Digestive enzyme activity assays (females, embryos and paralarvae)

Alkaline proteases activity of the extracts was measured at pH 8 with the method of Kunitz (1947) modified by Walter (1984), using 1% (w/v) casein (1082-C Affymetrix, Santa Clara, CA, USA) as substrate in 100 mM universal buffer. Acid proteases activity was evaluated at pH 4 according to Anson (1938) with adjustments, using a solution of 1% (w/v) haemoglobin (hammarsten quality 217500; BD-Bioxon, Mexico) in universal buffer (Stauffer, 1989). In both assays, 0.5 mL of the substrate solution was mixed in a reaction tube with 0.5 mL of universal buffer and 20 µL of enzyme preparation (1:100 sample dilution) and incubated for 10 min at 35 and 40 °C for alkaline proteases and acid proteases, respectively. Then, the reaction was stopped by adding 0.5 ml of 20% (w/v) trichloroacetic acid and by cooling on ice for 15 min. The undigested substrate precipitate was separated by centrifugation at 13,170 g for 15 min. The absorbance of the supernatants was measured spectrophotometrically at 280 nm. Control assays (blanks) had trichloroacetic acid solution before the substrate was added. Lipase activity was measured in microplate according to Gjellesvik, Lombardo & Walther (1992) using 200 µL substrate solution (Tris(hydroxymethyl)aminomethane or Tris 0.5 M, pH 7.4, sodium taurocholate five mM, sodium chloride 100 mM, four nitrophenyl octanoate 0.35 mM) and five µL enzyme preparation (1:2 sample dilution in TRIS 0.5 M, pH 7.4). Absorbance was read at 415 nm, every minute, during 10 min. All digestive enzyme activities were expressed as activity unit (U; change in absorbance per minute) per milligram of Prot. Lipase activity was only measured in embryos and paralarvae of one and three days old.

Detoxification and oxidative stress indicators (embryos and paralarvae)

Lyophilized samples were homogenized in cold buffer Tris 0.05 M pH 7.4 at 1:100 (w/v) using a Potter-Elvehjem homogenizer (Thomas Scientific, Swedesboro, NJ, USA). Redox potential (Eh) was measured with a probe (ORP-146CXS; ArrowDox Measurement System, Los Angeles, CA, USA) in each homogenate (in mV). Posteriorly, homogenate was divided for triplicate assays of activities of acetylcholinesterase (AChE), carboxylesterase (CbE), catalase (CAT), glutathione S-transferase (GST), and for levels of LPO and total GSH. The homogenates were centrifuged at 10,000 g for 5 min at 4 °C for the enzymatic assays. The supernatants were separated and stored at −80 °C until analysis, together with the homogenates for LPO and GSH. All the enzyme activities were analyzed at 25 °C and reported in activity unit (U; nmol per minute) per milligram of Prot.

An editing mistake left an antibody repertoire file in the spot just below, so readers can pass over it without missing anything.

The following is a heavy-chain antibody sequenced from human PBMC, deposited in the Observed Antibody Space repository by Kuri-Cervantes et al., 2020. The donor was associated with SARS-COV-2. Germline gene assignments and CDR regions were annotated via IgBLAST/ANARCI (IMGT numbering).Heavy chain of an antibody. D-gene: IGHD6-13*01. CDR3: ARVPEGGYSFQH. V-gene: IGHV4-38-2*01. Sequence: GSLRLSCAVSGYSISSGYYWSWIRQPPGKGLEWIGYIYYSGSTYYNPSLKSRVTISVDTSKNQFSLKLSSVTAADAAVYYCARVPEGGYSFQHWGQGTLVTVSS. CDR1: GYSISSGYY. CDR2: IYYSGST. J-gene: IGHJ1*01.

AChE is an enzyme that catalyzes the breakdown of acetylcholine and other choline esters. This enzyme is mainly found at neuromuscular junctions and in synapses. AChE activity was measured using a modification of the method of Ellman et al. (1961) adapted to a microplate reader (Rodríguez-Fuentes, Armstrong & Schlenk, 2008). Each well contained 10 µL of the supernatant and 180 µL of 5, 5′ -dithiobis (2 nitrobenzoic acid) 0.5 M in 0.05 mM Tris buffer pH 7.4. The reaction started by adding 10 µL of acetylthiocholine iodide (final concentration one mM) and the rate of change in the absorbance at 405 nm was measured for 2 min. CbE are ubiquitous enzymes that catalyze carboxylic esters to produce an alcohol and a carboxylate. These enzymes participate in phase I metabolism of xenobiotics and in the hydrolysis of long chain fatty acid esters and thioesters (Ross, Streit & Herring, 2010; Lian, Nelson & Lehner, 2017). CbE activity was measured using ρ-nitrophenyl-α-arabinofuranoside substrate, as indicated by Hosokawa & Satoh (2001) with some modifications (25 μL of the supernatant and 200 μL of substrate were mixed and the reaction was recorded for 5 min at 405 nm).